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Ealing Hospital surgeon Sala Abdalla helps those in Ghana who can’t afford medical life changing and saving procedures

Ealing Hospital surgeon Sala Abdalla is back from her fourth overseas trip to West Africa which has helped people who can’t afford to have life changing and saving surgical procedures.

Ms Abdalla, who works at London North West University Healthcare NHS Trust Ealing Hospital, came to the UK as a ten-year-old refugee from Sudan and is the founder of charity Operation International UK (OIUK). 

She headed a team of surgeons, nurses and anaesthetists in Ghana where working alongside Ghanaian medics at Holy Family Hospital, performed 135 procedures including hernia repairs, emergency surgery and a life changing stoma reversal on a 11-year-old boy.

Sala Abdalla helping people in Sudan. Photo: LNWH
Sala Abdalla helping people in Sudan. Photo: LNWH

The charity is also funding a children’s playground outside the hospital’s paediatric unit which will be named in memory of paediatric anaesthetist Craig Mastracci who volunteered with the charity. OIUK is also donating a CPAP machine which delivers oxygen to the lungs of patients struggling to breath along with an intravenous fluid warmer.

A previous visit saw 500 people waiting outside a rural hospital for the team’s arrival including one woman who had travelled eight hours and was sleeping in the hospital grounds.

Commenting on a previous visit, Ms Abdalla said: “We only had one week of surgeries, so triaged as many patients as possible and carried out close to 150 operations in five days. It does make you reflect on how much more efficient we could be with both our resources and time in the NHS. We take so much for granted but when you have less to work with you become far more focused and resourceful.”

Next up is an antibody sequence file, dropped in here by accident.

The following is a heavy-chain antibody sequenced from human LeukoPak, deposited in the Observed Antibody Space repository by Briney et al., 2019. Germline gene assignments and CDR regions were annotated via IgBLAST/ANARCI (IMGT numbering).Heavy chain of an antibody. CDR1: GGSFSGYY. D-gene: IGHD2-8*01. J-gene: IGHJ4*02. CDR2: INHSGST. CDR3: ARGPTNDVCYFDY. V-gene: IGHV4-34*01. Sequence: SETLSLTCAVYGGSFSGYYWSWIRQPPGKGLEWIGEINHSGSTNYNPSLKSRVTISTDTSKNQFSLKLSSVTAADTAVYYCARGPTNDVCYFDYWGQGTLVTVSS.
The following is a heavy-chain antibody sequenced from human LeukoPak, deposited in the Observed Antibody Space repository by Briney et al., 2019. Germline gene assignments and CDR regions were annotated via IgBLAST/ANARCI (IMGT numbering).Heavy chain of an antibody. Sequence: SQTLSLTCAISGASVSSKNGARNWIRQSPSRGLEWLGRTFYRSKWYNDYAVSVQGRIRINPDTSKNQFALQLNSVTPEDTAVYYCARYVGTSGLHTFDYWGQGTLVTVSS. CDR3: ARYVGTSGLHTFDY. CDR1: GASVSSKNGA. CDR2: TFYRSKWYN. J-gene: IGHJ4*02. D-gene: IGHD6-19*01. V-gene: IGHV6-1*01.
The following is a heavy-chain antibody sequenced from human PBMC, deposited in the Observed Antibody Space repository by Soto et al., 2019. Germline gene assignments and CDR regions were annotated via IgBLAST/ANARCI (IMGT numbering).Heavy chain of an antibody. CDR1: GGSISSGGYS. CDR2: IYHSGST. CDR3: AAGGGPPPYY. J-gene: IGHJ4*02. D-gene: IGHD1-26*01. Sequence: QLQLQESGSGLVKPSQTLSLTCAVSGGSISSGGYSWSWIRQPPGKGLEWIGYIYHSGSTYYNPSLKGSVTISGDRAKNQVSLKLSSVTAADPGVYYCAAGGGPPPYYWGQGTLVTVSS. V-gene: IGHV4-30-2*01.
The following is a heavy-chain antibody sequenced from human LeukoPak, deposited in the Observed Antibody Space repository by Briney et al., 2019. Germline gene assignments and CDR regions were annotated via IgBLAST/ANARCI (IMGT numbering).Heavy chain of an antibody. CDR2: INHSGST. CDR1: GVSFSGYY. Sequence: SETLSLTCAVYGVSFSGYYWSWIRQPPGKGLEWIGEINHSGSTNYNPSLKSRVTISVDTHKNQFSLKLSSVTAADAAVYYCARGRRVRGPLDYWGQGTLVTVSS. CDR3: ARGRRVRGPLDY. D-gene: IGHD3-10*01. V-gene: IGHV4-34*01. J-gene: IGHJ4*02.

Ms Abdalla chose to become a doctor following what happened to her father in Sudan who passed away from a heart condition after being driven to a succession of hospitals where he was told there wasn’t a suitable clinician or equipment available until it was too late.

She said: “It was a tragic and a completely unnecessary death which is played out in many parts of the world because basic healthcare isn’t readily available to many people. It is something I have felt passionate about since I was a child and my reason for becoming a doctor.”

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